Soybean School: Fungicide strategies for protecting yield

BASF Canada agronomist Ken Currah.

We know that planting a soybean crop is half the battle in getting good yields, but once it’s growing and the potential is there, how can growers protect soybean yield potential?

In this Soybean School episode, Ken Currah, agronomist at BASF, joins Bernard Tobin in the field at Oxford County, Ont., to talk white mould, staging, and fungicide strategy.

The conditions for disease development are present in the field that Currah and Tobin are in: it has a history of fertility; it has topography and the hollows are prone to white mould, and the canopy is dense due to narrow row spacing.

“This is a field that might be a candidate for some white mould management as well as just managing for yield with soybean fungicide selection,” says Currah. (Story continues below video)

Even with drier environmental conditions, with any moisture in a dense canopy, the temperature is about eight to ten degrees cooler than the ambient air temperature, says Currah, and depending on the time of spore release, the canopy is primed for disease development — white mould in particular.

Looking at the crop’s stage, around the R1 stage, it’s time to think about managing the crop for white mould, plant health and yield management, or both, says Currah.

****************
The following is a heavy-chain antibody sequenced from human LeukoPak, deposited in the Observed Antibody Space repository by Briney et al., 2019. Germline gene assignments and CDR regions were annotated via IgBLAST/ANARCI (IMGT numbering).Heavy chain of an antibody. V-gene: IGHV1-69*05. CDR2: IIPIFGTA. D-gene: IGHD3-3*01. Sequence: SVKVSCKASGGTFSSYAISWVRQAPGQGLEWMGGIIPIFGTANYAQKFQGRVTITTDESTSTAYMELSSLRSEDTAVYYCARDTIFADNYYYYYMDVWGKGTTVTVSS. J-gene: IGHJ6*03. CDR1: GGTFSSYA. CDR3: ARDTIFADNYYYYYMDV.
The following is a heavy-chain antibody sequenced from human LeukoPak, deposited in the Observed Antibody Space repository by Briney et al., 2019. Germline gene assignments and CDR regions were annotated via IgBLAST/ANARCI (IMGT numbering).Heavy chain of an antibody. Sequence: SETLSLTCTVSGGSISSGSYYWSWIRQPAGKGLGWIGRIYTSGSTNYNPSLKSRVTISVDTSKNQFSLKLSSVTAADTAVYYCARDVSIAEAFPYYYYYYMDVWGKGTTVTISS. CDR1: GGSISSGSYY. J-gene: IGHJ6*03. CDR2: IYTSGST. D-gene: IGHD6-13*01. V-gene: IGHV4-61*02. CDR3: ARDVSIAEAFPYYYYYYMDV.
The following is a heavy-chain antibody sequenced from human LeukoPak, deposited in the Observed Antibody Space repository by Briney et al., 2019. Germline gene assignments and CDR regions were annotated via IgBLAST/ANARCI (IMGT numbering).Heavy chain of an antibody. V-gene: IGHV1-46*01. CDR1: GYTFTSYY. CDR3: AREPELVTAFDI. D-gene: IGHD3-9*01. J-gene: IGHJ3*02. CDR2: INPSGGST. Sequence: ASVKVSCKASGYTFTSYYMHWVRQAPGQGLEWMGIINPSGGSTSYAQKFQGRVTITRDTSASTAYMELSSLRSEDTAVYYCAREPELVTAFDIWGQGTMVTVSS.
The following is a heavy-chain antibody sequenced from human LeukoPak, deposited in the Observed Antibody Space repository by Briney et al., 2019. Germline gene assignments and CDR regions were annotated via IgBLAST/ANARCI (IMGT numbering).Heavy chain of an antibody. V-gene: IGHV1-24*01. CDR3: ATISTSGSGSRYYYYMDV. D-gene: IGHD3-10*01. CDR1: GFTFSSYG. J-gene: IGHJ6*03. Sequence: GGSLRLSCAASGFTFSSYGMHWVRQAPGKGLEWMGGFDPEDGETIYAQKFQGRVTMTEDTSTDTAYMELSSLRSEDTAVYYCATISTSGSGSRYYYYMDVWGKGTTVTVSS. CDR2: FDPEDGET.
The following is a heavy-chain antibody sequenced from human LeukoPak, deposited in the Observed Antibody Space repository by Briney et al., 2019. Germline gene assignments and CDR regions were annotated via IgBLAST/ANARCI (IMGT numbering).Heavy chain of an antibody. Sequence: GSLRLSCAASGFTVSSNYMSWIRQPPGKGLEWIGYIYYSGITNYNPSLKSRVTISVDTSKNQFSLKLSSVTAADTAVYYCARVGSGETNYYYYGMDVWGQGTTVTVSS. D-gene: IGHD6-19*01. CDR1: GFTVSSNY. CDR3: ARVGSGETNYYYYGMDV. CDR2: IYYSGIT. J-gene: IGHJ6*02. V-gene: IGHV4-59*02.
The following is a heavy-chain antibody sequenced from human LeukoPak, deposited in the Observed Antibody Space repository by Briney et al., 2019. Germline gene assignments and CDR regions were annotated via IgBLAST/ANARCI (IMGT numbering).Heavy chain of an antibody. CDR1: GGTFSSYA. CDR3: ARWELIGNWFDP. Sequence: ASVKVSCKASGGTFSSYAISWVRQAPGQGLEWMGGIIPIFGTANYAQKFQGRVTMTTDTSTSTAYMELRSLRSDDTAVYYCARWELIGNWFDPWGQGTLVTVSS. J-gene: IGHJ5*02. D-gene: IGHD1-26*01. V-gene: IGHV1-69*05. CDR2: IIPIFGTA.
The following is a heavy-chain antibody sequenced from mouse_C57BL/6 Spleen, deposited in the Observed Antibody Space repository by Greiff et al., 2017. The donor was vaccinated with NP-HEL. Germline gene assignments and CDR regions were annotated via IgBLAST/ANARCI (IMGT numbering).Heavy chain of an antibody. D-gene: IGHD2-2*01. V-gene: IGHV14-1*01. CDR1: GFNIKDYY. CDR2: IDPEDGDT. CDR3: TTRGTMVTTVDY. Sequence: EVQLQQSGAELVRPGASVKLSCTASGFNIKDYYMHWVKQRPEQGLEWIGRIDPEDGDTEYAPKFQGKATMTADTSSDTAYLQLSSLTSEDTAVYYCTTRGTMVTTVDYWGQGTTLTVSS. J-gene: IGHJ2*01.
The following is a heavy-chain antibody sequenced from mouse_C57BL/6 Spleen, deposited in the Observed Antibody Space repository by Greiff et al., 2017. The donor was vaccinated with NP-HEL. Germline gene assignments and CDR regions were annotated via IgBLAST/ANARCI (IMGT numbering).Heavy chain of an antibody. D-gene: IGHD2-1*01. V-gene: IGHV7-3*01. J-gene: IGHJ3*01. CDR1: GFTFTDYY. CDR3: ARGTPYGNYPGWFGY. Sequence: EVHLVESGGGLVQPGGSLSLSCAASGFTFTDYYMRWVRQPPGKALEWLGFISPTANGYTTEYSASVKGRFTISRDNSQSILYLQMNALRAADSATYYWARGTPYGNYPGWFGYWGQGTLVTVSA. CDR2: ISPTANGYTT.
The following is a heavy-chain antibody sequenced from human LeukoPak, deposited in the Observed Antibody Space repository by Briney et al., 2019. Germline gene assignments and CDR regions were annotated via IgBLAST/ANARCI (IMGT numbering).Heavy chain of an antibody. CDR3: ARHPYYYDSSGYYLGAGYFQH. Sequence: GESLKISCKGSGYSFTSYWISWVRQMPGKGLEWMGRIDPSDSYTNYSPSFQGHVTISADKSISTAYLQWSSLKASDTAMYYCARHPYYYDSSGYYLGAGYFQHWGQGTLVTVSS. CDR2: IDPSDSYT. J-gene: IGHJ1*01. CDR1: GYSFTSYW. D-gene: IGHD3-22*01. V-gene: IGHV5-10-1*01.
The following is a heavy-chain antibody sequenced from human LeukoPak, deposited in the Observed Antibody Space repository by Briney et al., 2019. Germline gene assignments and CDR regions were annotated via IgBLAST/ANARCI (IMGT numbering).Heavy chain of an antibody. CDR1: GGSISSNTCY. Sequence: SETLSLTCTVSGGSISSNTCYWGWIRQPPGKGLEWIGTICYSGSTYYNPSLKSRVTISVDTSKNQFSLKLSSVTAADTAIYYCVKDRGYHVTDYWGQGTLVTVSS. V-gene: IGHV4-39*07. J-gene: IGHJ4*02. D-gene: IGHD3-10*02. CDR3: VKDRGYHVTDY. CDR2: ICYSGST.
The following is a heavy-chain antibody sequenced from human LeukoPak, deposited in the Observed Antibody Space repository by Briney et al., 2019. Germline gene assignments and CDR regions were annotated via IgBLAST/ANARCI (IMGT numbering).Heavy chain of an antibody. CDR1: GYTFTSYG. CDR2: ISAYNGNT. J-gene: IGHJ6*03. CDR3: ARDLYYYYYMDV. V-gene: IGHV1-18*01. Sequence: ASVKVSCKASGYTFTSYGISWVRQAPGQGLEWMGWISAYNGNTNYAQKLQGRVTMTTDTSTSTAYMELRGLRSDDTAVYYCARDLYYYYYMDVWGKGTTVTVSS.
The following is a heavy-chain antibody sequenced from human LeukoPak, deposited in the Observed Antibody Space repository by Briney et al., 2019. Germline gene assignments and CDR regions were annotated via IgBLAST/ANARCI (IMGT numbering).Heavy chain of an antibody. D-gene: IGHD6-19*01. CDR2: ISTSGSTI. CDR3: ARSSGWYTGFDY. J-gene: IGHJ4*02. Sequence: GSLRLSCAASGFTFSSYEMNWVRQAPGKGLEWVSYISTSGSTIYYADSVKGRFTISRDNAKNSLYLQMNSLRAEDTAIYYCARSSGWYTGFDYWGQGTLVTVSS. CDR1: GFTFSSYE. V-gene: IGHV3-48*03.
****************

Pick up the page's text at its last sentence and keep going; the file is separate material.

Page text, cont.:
For strictly a white mould program, where the field has a history of the disease, and fertility and the topography all favour development, and the variety is susceptible, preventative management means applying a product between R1 and R2, when the flower on those lower nodes is starting to decay.

A second product can be applied between R2 and R2.5, when there are flowers on either of the top two nodes, or the first flat pods are developing on the lower nodes, especially for those longer-season soybeans that need extra protection.

As for cost, and return on investment, a single-pass program is essentially covered by the bushels gained, says Currah. “Growers that manage white mould know that it’s a pretty devastating disease, and it is a disease of high yields.”

Click here for more Soybean School episodes.

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